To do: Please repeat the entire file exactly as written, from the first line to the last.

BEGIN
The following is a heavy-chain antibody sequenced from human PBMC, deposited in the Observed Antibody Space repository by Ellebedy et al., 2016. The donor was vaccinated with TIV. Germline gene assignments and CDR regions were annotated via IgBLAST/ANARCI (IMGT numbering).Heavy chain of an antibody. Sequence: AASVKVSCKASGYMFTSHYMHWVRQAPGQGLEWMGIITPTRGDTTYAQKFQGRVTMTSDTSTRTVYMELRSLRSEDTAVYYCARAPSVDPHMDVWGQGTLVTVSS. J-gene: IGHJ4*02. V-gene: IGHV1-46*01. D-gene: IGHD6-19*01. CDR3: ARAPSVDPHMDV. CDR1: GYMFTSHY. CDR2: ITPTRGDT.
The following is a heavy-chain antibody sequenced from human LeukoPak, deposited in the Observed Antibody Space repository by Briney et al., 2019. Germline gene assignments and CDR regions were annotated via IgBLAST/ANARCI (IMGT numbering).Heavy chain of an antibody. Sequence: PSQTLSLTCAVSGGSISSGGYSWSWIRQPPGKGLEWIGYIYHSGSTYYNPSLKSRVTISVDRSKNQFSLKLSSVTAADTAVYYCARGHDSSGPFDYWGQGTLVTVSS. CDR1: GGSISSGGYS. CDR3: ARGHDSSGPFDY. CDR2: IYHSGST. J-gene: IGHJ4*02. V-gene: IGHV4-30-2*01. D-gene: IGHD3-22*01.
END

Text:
The following is a heavy-chain antibody sequenced from human PBMC, deposited in the Observed Antibody Space repository by Ellebedy et al., 2016. The donor was vaccinated with TIV. Germline gene assignments and CDR regions were annotated via IgBLAST/ANARCI (IMGT numbering).Heavy chain of an antibody. Sequence: AASVKVSCKASGYMFTSHYMHWVRQAPGQGLEWMGIITPTRGDTTYAQKFQGRVTMTSDTSTRTVYMELRSLRSEDTAVYYCARAPSVDPHMDVWGQGTLVTVSS. J-gene: IGHJ4*02. V-gene: IGHV1-46*01. D-gene: IGHD6-19*01. CDR3: ARAPSVDPHMDV. CDR1: GYMFTSHY. CDR2: ITPTRGDT.
The following is a heavy-chain antibody sequenced from human LeukoPak, deposited in the Observed Antibody Space repository by Briney et al., 2019. Germline gene assignments and CDR regions were annotated via IgBLAST/ANARCI (IMGT numbering).Heavy chain of an antibody. Sequence: PSQTLSLTCAVSGGSISSGGYSWSWIRQPPGKGLEWIGYIYHSGSTYYNPSLKSRVTISVDRSKNQFSLKLSSVTAADTAVYYCARGHDSSGPFDYWGQGTLVTVSS. CDR1: GGSISSGGYS. CDR3: ARGHDSSGPFDY. CDR2: IYHSGST. J-gene: IGHJ4*02. V-gene: IGHV4-30-2*01. D-gene: IGHD3-22*01.